New federal health protections finalized in 2011 will require existing coal plants to reduce their pollution, including toxic mercury pollution, and new plants will have to plan for scrubber technology, which will increase the projected price of construction.
The Sierra Club’s Beyond Coal campaign works in partnership with Bloomberg Philanthropies and a nationwide coalition of allies to retire one-third of the nation's aging coal plants by 2020, replacing them with clean energy like wind and solar by 2030. Coal plants are the largest sources of climate disruption and toxic air pollution like mercury, soot and carbon pollution. Once finalized, Plant Washington and Plant Ben Hill would be the 163rd and 164th plants defeated or abandoned since the Sierra Club began its Beyond Coal campaign in 2002.
Cobb EMC, an electrical membership corporation based in Marietta, Ga., serves 200,000 members in the Northwest Metro Atlanta area. The nonprofit corporation has been embroiled in legal controversy for years, resulting in a legal settlement forcing CEO Dwight Brown to step down in February 2011. He was then indicted on 35 felony charges, including racketeering and conspiracy to commit fraud related to Brown’s establishment of a for-profit arm of the company, illegal under Georgia law. The coal plant proposals were tied into the controversy.
For more information, click here.
A "trash tsunami" has washed ashore on the beaches of Honduras, endangering both wildlife and the local economy.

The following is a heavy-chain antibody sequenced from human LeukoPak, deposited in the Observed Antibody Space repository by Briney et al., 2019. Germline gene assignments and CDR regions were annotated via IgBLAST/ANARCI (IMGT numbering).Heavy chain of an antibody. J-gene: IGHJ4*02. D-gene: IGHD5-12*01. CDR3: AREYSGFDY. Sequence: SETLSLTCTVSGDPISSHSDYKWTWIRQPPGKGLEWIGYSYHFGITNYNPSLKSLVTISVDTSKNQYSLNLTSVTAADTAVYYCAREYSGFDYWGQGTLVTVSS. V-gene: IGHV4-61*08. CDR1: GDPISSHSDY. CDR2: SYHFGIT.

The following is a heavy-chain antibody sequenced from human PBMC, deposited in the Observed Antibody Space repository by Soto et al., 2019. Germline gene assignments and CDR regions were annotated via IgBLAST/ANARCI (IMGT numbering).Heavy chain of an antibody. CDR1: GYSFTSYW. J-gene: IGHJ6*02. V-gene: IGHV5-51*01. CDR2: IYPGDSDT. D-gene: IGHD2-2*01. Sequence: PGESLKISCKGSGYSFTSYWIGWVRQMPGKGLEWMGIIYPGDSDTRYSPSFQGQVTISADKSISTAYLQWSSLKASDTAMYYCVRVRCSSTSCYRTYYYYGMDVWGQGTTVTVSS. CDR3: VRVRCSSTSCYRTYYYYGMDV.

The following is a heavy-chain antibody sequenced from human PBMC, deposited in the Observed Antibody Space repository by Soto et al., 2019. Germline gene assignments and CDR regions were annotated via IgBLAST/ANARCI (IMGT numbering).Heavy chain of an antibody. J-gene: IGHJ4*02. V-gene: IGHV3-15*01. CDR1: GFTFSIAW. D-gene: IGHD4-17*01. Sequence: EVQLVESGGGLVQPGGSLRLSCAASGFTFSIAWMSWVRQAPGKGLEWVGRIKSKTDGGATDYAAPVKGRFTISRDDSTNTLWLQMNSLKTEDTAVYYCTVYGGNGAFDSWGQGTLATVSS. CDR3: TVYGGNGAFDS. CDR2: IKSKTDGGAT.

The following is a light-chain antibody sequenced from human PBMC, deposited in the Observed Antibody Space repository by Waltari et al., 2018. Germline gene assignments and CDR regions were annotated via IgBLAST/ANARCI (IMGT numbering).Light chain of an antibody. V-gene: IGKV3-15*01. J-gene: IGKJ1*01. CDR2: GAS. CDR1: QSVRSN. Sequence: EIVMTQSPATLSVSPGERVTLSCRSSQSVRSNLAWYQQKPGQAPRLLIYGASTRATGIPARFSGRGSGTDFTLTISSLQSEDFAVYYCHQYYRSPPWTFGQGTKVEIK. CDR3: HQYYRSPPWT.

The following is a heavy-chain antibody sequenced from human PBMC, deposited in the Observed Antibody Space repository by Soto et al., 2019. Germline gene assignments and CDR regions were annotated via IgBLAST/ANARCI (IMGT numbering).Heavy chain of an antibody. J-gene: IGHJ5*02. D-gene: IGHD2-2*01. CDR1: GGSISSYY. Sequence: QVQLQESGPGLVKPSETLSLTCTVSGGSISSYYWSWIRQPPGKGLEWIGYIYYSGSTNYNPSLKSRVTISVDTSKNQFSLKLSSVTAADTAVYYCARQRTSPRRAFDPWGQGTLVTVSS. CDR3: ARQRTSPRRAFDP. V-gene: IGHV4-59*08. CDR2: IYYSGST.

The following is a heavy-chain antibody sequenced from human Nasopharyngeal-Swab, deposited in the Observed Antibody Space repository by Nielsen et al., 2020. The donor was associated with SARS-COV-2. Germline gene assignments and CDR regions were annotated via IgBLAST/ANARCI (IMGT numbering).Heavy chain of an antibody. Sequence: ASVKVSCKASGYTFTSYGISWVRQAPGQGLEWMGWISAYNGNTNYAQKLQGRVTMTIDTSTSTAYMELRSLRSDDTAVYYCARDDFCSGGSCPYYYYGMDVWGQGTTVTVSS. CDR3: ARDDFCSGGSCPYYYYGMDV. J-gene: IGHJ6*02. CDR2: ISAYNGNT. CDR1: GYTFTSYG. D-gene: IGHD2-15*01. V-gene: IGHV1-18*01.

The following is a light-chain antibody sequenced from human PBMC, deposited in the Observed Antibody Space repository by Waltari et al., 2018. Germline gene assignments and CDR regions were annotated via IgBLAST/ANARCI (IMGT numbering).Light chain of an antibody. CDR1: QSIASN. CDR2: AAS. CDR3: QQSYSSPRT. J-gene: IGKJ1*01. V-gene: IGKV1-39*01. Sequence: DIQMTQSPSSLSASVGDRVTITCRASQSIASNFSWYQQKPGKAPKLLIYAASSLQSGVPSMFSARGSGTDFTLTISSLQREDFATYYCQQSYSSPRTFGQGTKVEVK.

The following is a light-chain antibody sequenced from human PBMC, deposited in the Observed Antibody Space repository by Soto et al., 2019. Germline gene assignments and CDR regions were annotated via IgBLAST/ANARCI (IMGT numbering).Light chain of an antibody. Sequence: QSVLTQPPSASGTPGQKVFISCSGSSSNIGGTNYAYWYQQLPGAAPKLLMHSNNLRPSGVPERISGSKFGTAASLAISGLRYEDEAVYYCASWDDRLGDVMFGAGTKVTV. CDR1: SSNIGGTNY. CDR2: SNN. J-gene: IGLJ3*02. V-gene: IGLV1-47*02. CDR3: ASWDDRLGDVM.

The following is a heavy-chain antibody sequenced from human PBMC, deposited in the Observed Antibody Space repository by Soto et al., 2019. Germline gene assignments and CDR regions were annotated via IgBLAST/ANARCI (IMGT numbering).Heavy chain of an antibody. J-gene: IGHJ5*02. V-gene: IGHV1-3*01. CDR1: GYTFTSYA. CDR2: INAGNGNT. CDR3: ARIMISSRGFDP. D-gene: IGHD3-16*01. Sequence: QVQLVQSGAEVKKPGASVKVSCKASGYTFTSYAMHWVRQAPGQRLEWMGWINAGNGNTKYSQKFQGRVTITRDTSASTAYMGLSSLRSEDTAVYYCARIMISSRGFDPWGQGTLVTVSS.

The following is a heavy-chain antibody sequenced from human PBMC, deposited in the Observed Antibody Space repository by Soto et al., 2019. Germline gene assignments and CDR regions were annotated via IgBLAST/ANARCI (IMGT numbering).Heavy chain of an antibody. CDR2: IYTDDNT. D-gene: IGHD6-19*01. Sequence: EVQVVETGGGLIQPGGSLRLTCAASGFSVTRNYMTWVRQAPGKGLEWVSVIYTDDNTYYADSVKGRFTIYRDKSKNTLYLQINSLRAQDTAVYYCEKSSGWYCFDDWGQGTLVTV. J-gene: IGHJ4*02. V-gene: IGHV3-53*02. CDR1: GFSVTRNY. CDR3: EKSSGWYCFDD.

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More long-finned pilot whales were found stranded today on beaches in Tasmania, Australia. About 500 whales have become stranded, including at least 380 that have died, the AP reported. It is the largest mass stranding in Australia's recorded history.
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By Harry Kretchmer
By 2030, almost a third of all the energy consumed in the European Union must come from renewable sources, according to binding targets agreed in 2018. Sweden is helping lead the way.
Sweden is a world leader in renewable energy consumption. Swedish Institute/World Bank
Naturally Warm<p>54% of Sweden's power comes from renewables, and is helped by its geography. With plenty of moving water and 63% forest cover, it's no surprise the <a href="https://sweden.se/nature/energy-use-in-sweden/#" target="_blank">two largest renewable power sources</a> are hydropower and biomass. And that biomass is helping support a local energy boom.</p><p>Heating is a key use of energy in a cold country like Sweden. In recent decades, as fuel oil taxes have increased, the country's power companies have turned to renewables, like biomass, to fuel local 'district heating' plants.</p><p>In Sweden these trace their <a href="https://www.sciencedirect.com/science/article/pii/S0360544217304140#fig3" target="_blank">origins back to 1948</a>, when a power station's excess heat was first used to heat nearby buildings: steam is <a href="https://www.sciencedirect.com/topics/engineering/district-heating-system" target="_blank">forced along a network of pipes</a> to wherever it's needed. Today, there are around 500 district heating systems across the country, from major cities to small villages, providing heat to homes and businesses.</p><p>District heating used to be fueled mainly from the <a href="https://www.sciencedirect.com/science/article/pii/S0360544217304140" target="_blank">by-products of power plants</a>, waste-to-energy plants and industrial processes. These days, however, Sweden is bringing more renewable sources into the mix. And as a result of competition, this localized form of power is now the country's<a href="https://www.sciencedirect.com/science/article/pii/S0360544217304140#fig3" target="_blank" rel="noopener noreferrer"> home-heating market leader.</a></p>